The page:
"Ric was essentially hounded by the far right and far left," he said. "The Romney campaign has lost a well-known advocate of conservative ideas and a talented spokesman, and I am certain he will remain an active voice for a confident U.S. foreign policy."

Grenell is a well-known, if not terribly popular figure at the United Nations, where he served as spokesman for every one of President George W. Bush‘s U.N. envoys, including John Negroponte, John Danforth, John Bolton and Zalmay Khalilzad.  The son of Christian missionaries from the Church of God, Grenell preferred the role of political enforcer to that of the foreign policy wonk, routinely accusing reporters of anti-Republican bias.

Grenell regarded his famously combative relationship with the press — detailed in this Village Voice article — as a badge of honor, and Bolton and other foreign policy conservatives rallied to his defense when his tweets — he once accused Vice President Joe Biden of using botox — raised questions about his judgment and maturity.

"During his time at the U.S. Mission to the U.N., he showed discretion and good judgment, and did an excellent job representing our country during often very difficult circumstances," Bolton said in a statement. The Washington Post reported that Bolton sought to persuade Grenell not to resign. Romney’s campaign manager, Matt Rhoades, meanwhile, said "We are disappointed that Ric decided to resign from the campaign for his own personal reasons. We wanted him to stay because he had superior qualifications for the position he was hired to fill."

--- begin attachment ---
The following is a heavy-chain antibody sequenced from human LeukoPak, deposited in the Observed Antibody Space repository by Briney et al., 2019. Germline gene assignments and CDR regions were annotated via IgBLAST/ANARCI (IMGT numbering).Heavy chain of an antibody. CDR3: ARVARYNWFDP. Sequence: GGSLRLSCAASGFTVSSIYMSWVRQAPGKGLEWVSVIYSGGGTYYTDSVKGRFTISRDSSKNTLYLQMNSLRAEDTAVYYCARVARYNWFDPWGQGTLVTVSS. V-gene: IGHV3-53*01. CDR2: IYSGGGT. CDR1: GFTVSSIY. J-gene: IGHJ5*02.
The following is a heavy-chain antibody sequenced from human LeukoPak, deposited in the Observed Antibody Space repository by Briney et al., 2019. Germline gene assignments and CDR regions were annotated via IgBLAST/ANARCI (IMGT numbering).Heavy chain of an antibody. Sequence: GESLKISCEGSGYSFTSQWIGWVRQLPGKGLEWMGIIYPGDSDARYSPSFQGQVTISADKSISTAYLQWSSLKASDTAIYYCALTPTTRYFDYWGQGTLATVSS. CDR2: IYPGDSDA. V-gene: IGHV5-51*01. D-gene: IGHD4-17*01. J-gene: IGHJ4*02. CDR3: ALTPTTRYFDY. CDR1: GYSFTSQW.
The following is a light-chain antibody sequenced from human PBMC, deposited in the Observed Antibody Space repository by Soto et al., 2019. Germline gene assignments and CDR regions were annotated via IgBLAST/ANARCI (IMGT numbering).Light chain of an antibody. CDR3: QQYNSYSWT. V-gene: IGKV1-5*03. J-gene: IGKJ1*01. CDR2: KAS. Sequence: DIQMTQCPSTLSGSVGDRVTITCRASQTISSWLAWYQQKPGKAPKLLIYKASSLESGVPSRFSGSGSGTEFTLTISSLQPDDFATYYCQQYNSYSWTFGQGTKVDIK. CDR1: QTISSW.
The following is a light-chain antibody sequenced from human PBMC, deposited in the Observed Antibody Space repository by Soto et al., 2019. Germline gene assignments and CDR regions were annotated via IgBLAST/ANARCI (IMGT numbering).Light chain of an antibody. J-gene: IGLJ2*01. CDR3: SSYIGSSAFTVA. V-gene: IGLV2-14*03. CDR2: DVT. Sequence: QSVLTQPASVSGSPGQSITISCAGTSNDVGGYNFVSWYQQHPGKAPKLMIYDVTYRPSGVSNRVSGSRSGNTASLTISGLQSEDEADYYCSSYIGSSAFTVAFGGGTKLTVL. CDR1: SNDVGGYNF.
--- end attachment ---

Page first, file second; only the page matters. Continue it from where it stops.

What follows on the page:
But Grenell’s foreign policy tenure was not without controversy.

In February 2003, a Mexican reporter at the U.N. published a story claiming that Grenell had pushed Mexico’s U.N. ambassador, Adolfo Aguilar Zinser, to "hurry up" his remarks to the press so that Negroponte, who was waiting in the wings for a chance to address the media, could speak. "Who cares what Mexico has to say?" he reportedly said.

The report set off a diplomatic storm in Mexico, where it was widely reported, and Negroponte, a former U.S. ambassador to Mexico seeking the country’s backing for the Iraq war, had to smooth things over with the Mexican envoy. At the time, there were rumors that the comments had been picked up on a reporter’s tape recorder. But a recording never materialized, Grenell categorically denied it, and the U.S. State Department issued a statement defending him.

After leaving government, Grenell continued to monitor events at the U.N., tweeting and writing an occasional op-ed piece for Fox News or the Huffington Post that savaged Susan Rice‘s tenure at the United Nations and mocked the press as going to soft on her. "If she won’t voluntarily resign then she should be fired," he wrote in one Fox News op-ed.

He even found time to take an occasional pot shot at me. After I retweeted a story by my colleague Glenn Kessler taking issue with Romney’s characterization of Russia as America’s principal geostrategic foe, Grenell fired back with a tweet comparing us to Sergeant Shultz in the 1960’s sitcom Hogan’s Heroes, and linking to a YouTube video with him relaying his classic line "I know nothing."

Follow me on Twitter @columlynch

Colum Lynch was a staff writer at Foreign Policy between 2010 and 2022. Twitter: @columlynch